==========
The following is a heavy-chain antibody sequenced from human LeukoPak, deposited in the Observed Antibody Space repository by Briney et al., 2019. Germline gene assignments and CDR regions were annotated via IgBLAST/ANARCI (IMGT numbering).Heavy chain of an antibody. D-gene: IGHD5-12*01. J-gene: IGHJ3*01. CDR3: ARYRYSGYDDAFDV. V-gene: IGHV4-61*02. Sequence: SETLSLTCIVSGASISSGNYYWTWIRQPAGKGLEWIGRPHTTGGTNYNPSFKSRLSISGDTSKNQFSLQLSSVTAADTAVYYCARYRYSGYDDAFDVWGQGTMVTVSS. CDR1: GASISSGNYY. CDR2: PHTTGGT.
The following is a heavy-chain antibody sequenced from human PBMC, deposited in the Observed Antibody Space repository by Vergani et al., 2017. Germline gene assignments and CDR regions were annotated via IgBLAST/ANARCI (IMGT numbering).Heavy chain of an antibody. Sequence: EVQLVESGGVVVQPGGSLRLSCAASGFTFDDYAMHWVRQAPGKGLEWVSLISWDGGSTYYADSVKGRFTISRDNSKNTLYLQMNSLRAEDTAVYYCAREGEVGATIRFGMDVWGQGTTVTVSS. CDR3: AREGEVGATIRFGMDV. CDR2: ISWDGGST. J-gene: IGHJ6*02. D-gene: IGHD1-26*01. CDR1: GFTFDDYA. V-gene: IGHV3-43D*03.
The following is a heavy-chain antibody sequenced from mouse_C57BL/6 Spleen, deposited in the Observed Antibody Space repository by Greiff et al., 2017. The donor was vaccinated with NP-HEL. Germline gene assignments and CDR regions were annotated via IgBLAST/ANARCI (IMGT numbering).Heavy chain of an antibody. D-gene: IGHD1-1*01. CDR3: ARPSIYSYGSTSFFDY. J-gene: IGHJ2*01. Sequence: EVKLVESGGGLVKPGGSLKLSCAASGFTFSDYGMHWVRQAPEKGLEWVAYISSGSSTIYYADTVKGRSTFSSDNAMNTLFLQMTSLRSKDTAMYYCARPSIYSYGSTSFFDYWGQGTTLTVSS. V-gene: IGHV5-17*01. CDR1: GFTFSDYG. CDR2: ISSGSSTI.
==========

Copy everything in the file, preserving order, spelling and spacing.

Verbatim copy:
The following is a heavy-chain antibody sequenced from human LeukoPak, deposited in the Observed Antibody Space repository by Briney et al., 2019. Germline gene assignments and CDR regions were annotated via IgBLAST/ANARCI (IMGT numbering).Heavy chain of an antibody. D-gene: IGHD5-12*01. J-gene: IGHJ3*01. CDR3: ARYRYSGYDDAFDV. V-gene: IGHV4-61*02. Sequence: SETLSLTCIVSGASISSGNYYWTWIRQPAGKGLEWIGRPHTTGGTNYNPSFKSRLSISGDTSKNQFSLQLSSVTAADTAVYYCARYRYSGYDDAFDVWGQGTMVTVSS. CDR1: GASISSGNYY. CDR2: PHTTGGT.
The following is a heavy-chain antibody sequenced from human PBMC, deposited in the Observed Antibody Space repository by Vergani et al., 2017. Germline gene assignments and CDR regions were annotated via IgBLAST/ANARCI (IMGT numbering).Heavy chain of an antibody. Sequence: EVQLVESGGVVVQPGGSLRLSCAASGFTFDDYAMHWVRQAPGKGLEWVSLISWDGGSTYYADSVKGRFTISRDNSKNTLYLQMNSLRAEDTAVYYCAREGEVGATIRFGMDVWGQGTTVTVSS. CDR3: AREGEVGATIRFGMDV. CDR2: ISWDGGST. J-gene: IGHJ6*02. D-gene: IGHD1-26*01. CDR1: GFTFDDYA. V-gene: IGHV3-43D*03.
The following is a heavy-chain antibody sequenced from mouse_C57BL/6 Spleen, deposited in the Observed Antibody Space repository by Greiff et al., 2017. The donor was vaccinated with NP-HEL. Germline gene assignments and CDR regions were annotated via IgBLAST/ANARCI (IMGT numbering).Heavy chain of an antibody. D-gene: IGHD1-1*01. CDR3: ARPSIYSYGSTSFFDY. J-gene: IGHJ2*01. Sequence: EVKLVESGGGLVKPGGSLKLSCAASGFTFSDYGMHWVRQAPEKGLEWVAYISSGSSTIYYADTVKGRSTFSSDNAMNTLFLQMTSLRSKDTAMYYCARPSIYSYGSTSFFDYWGQGTTLTVSS. V-gene: IGHV5-17*01. CDR1: GFTFSDYG. CDR2: ISSGSSTI.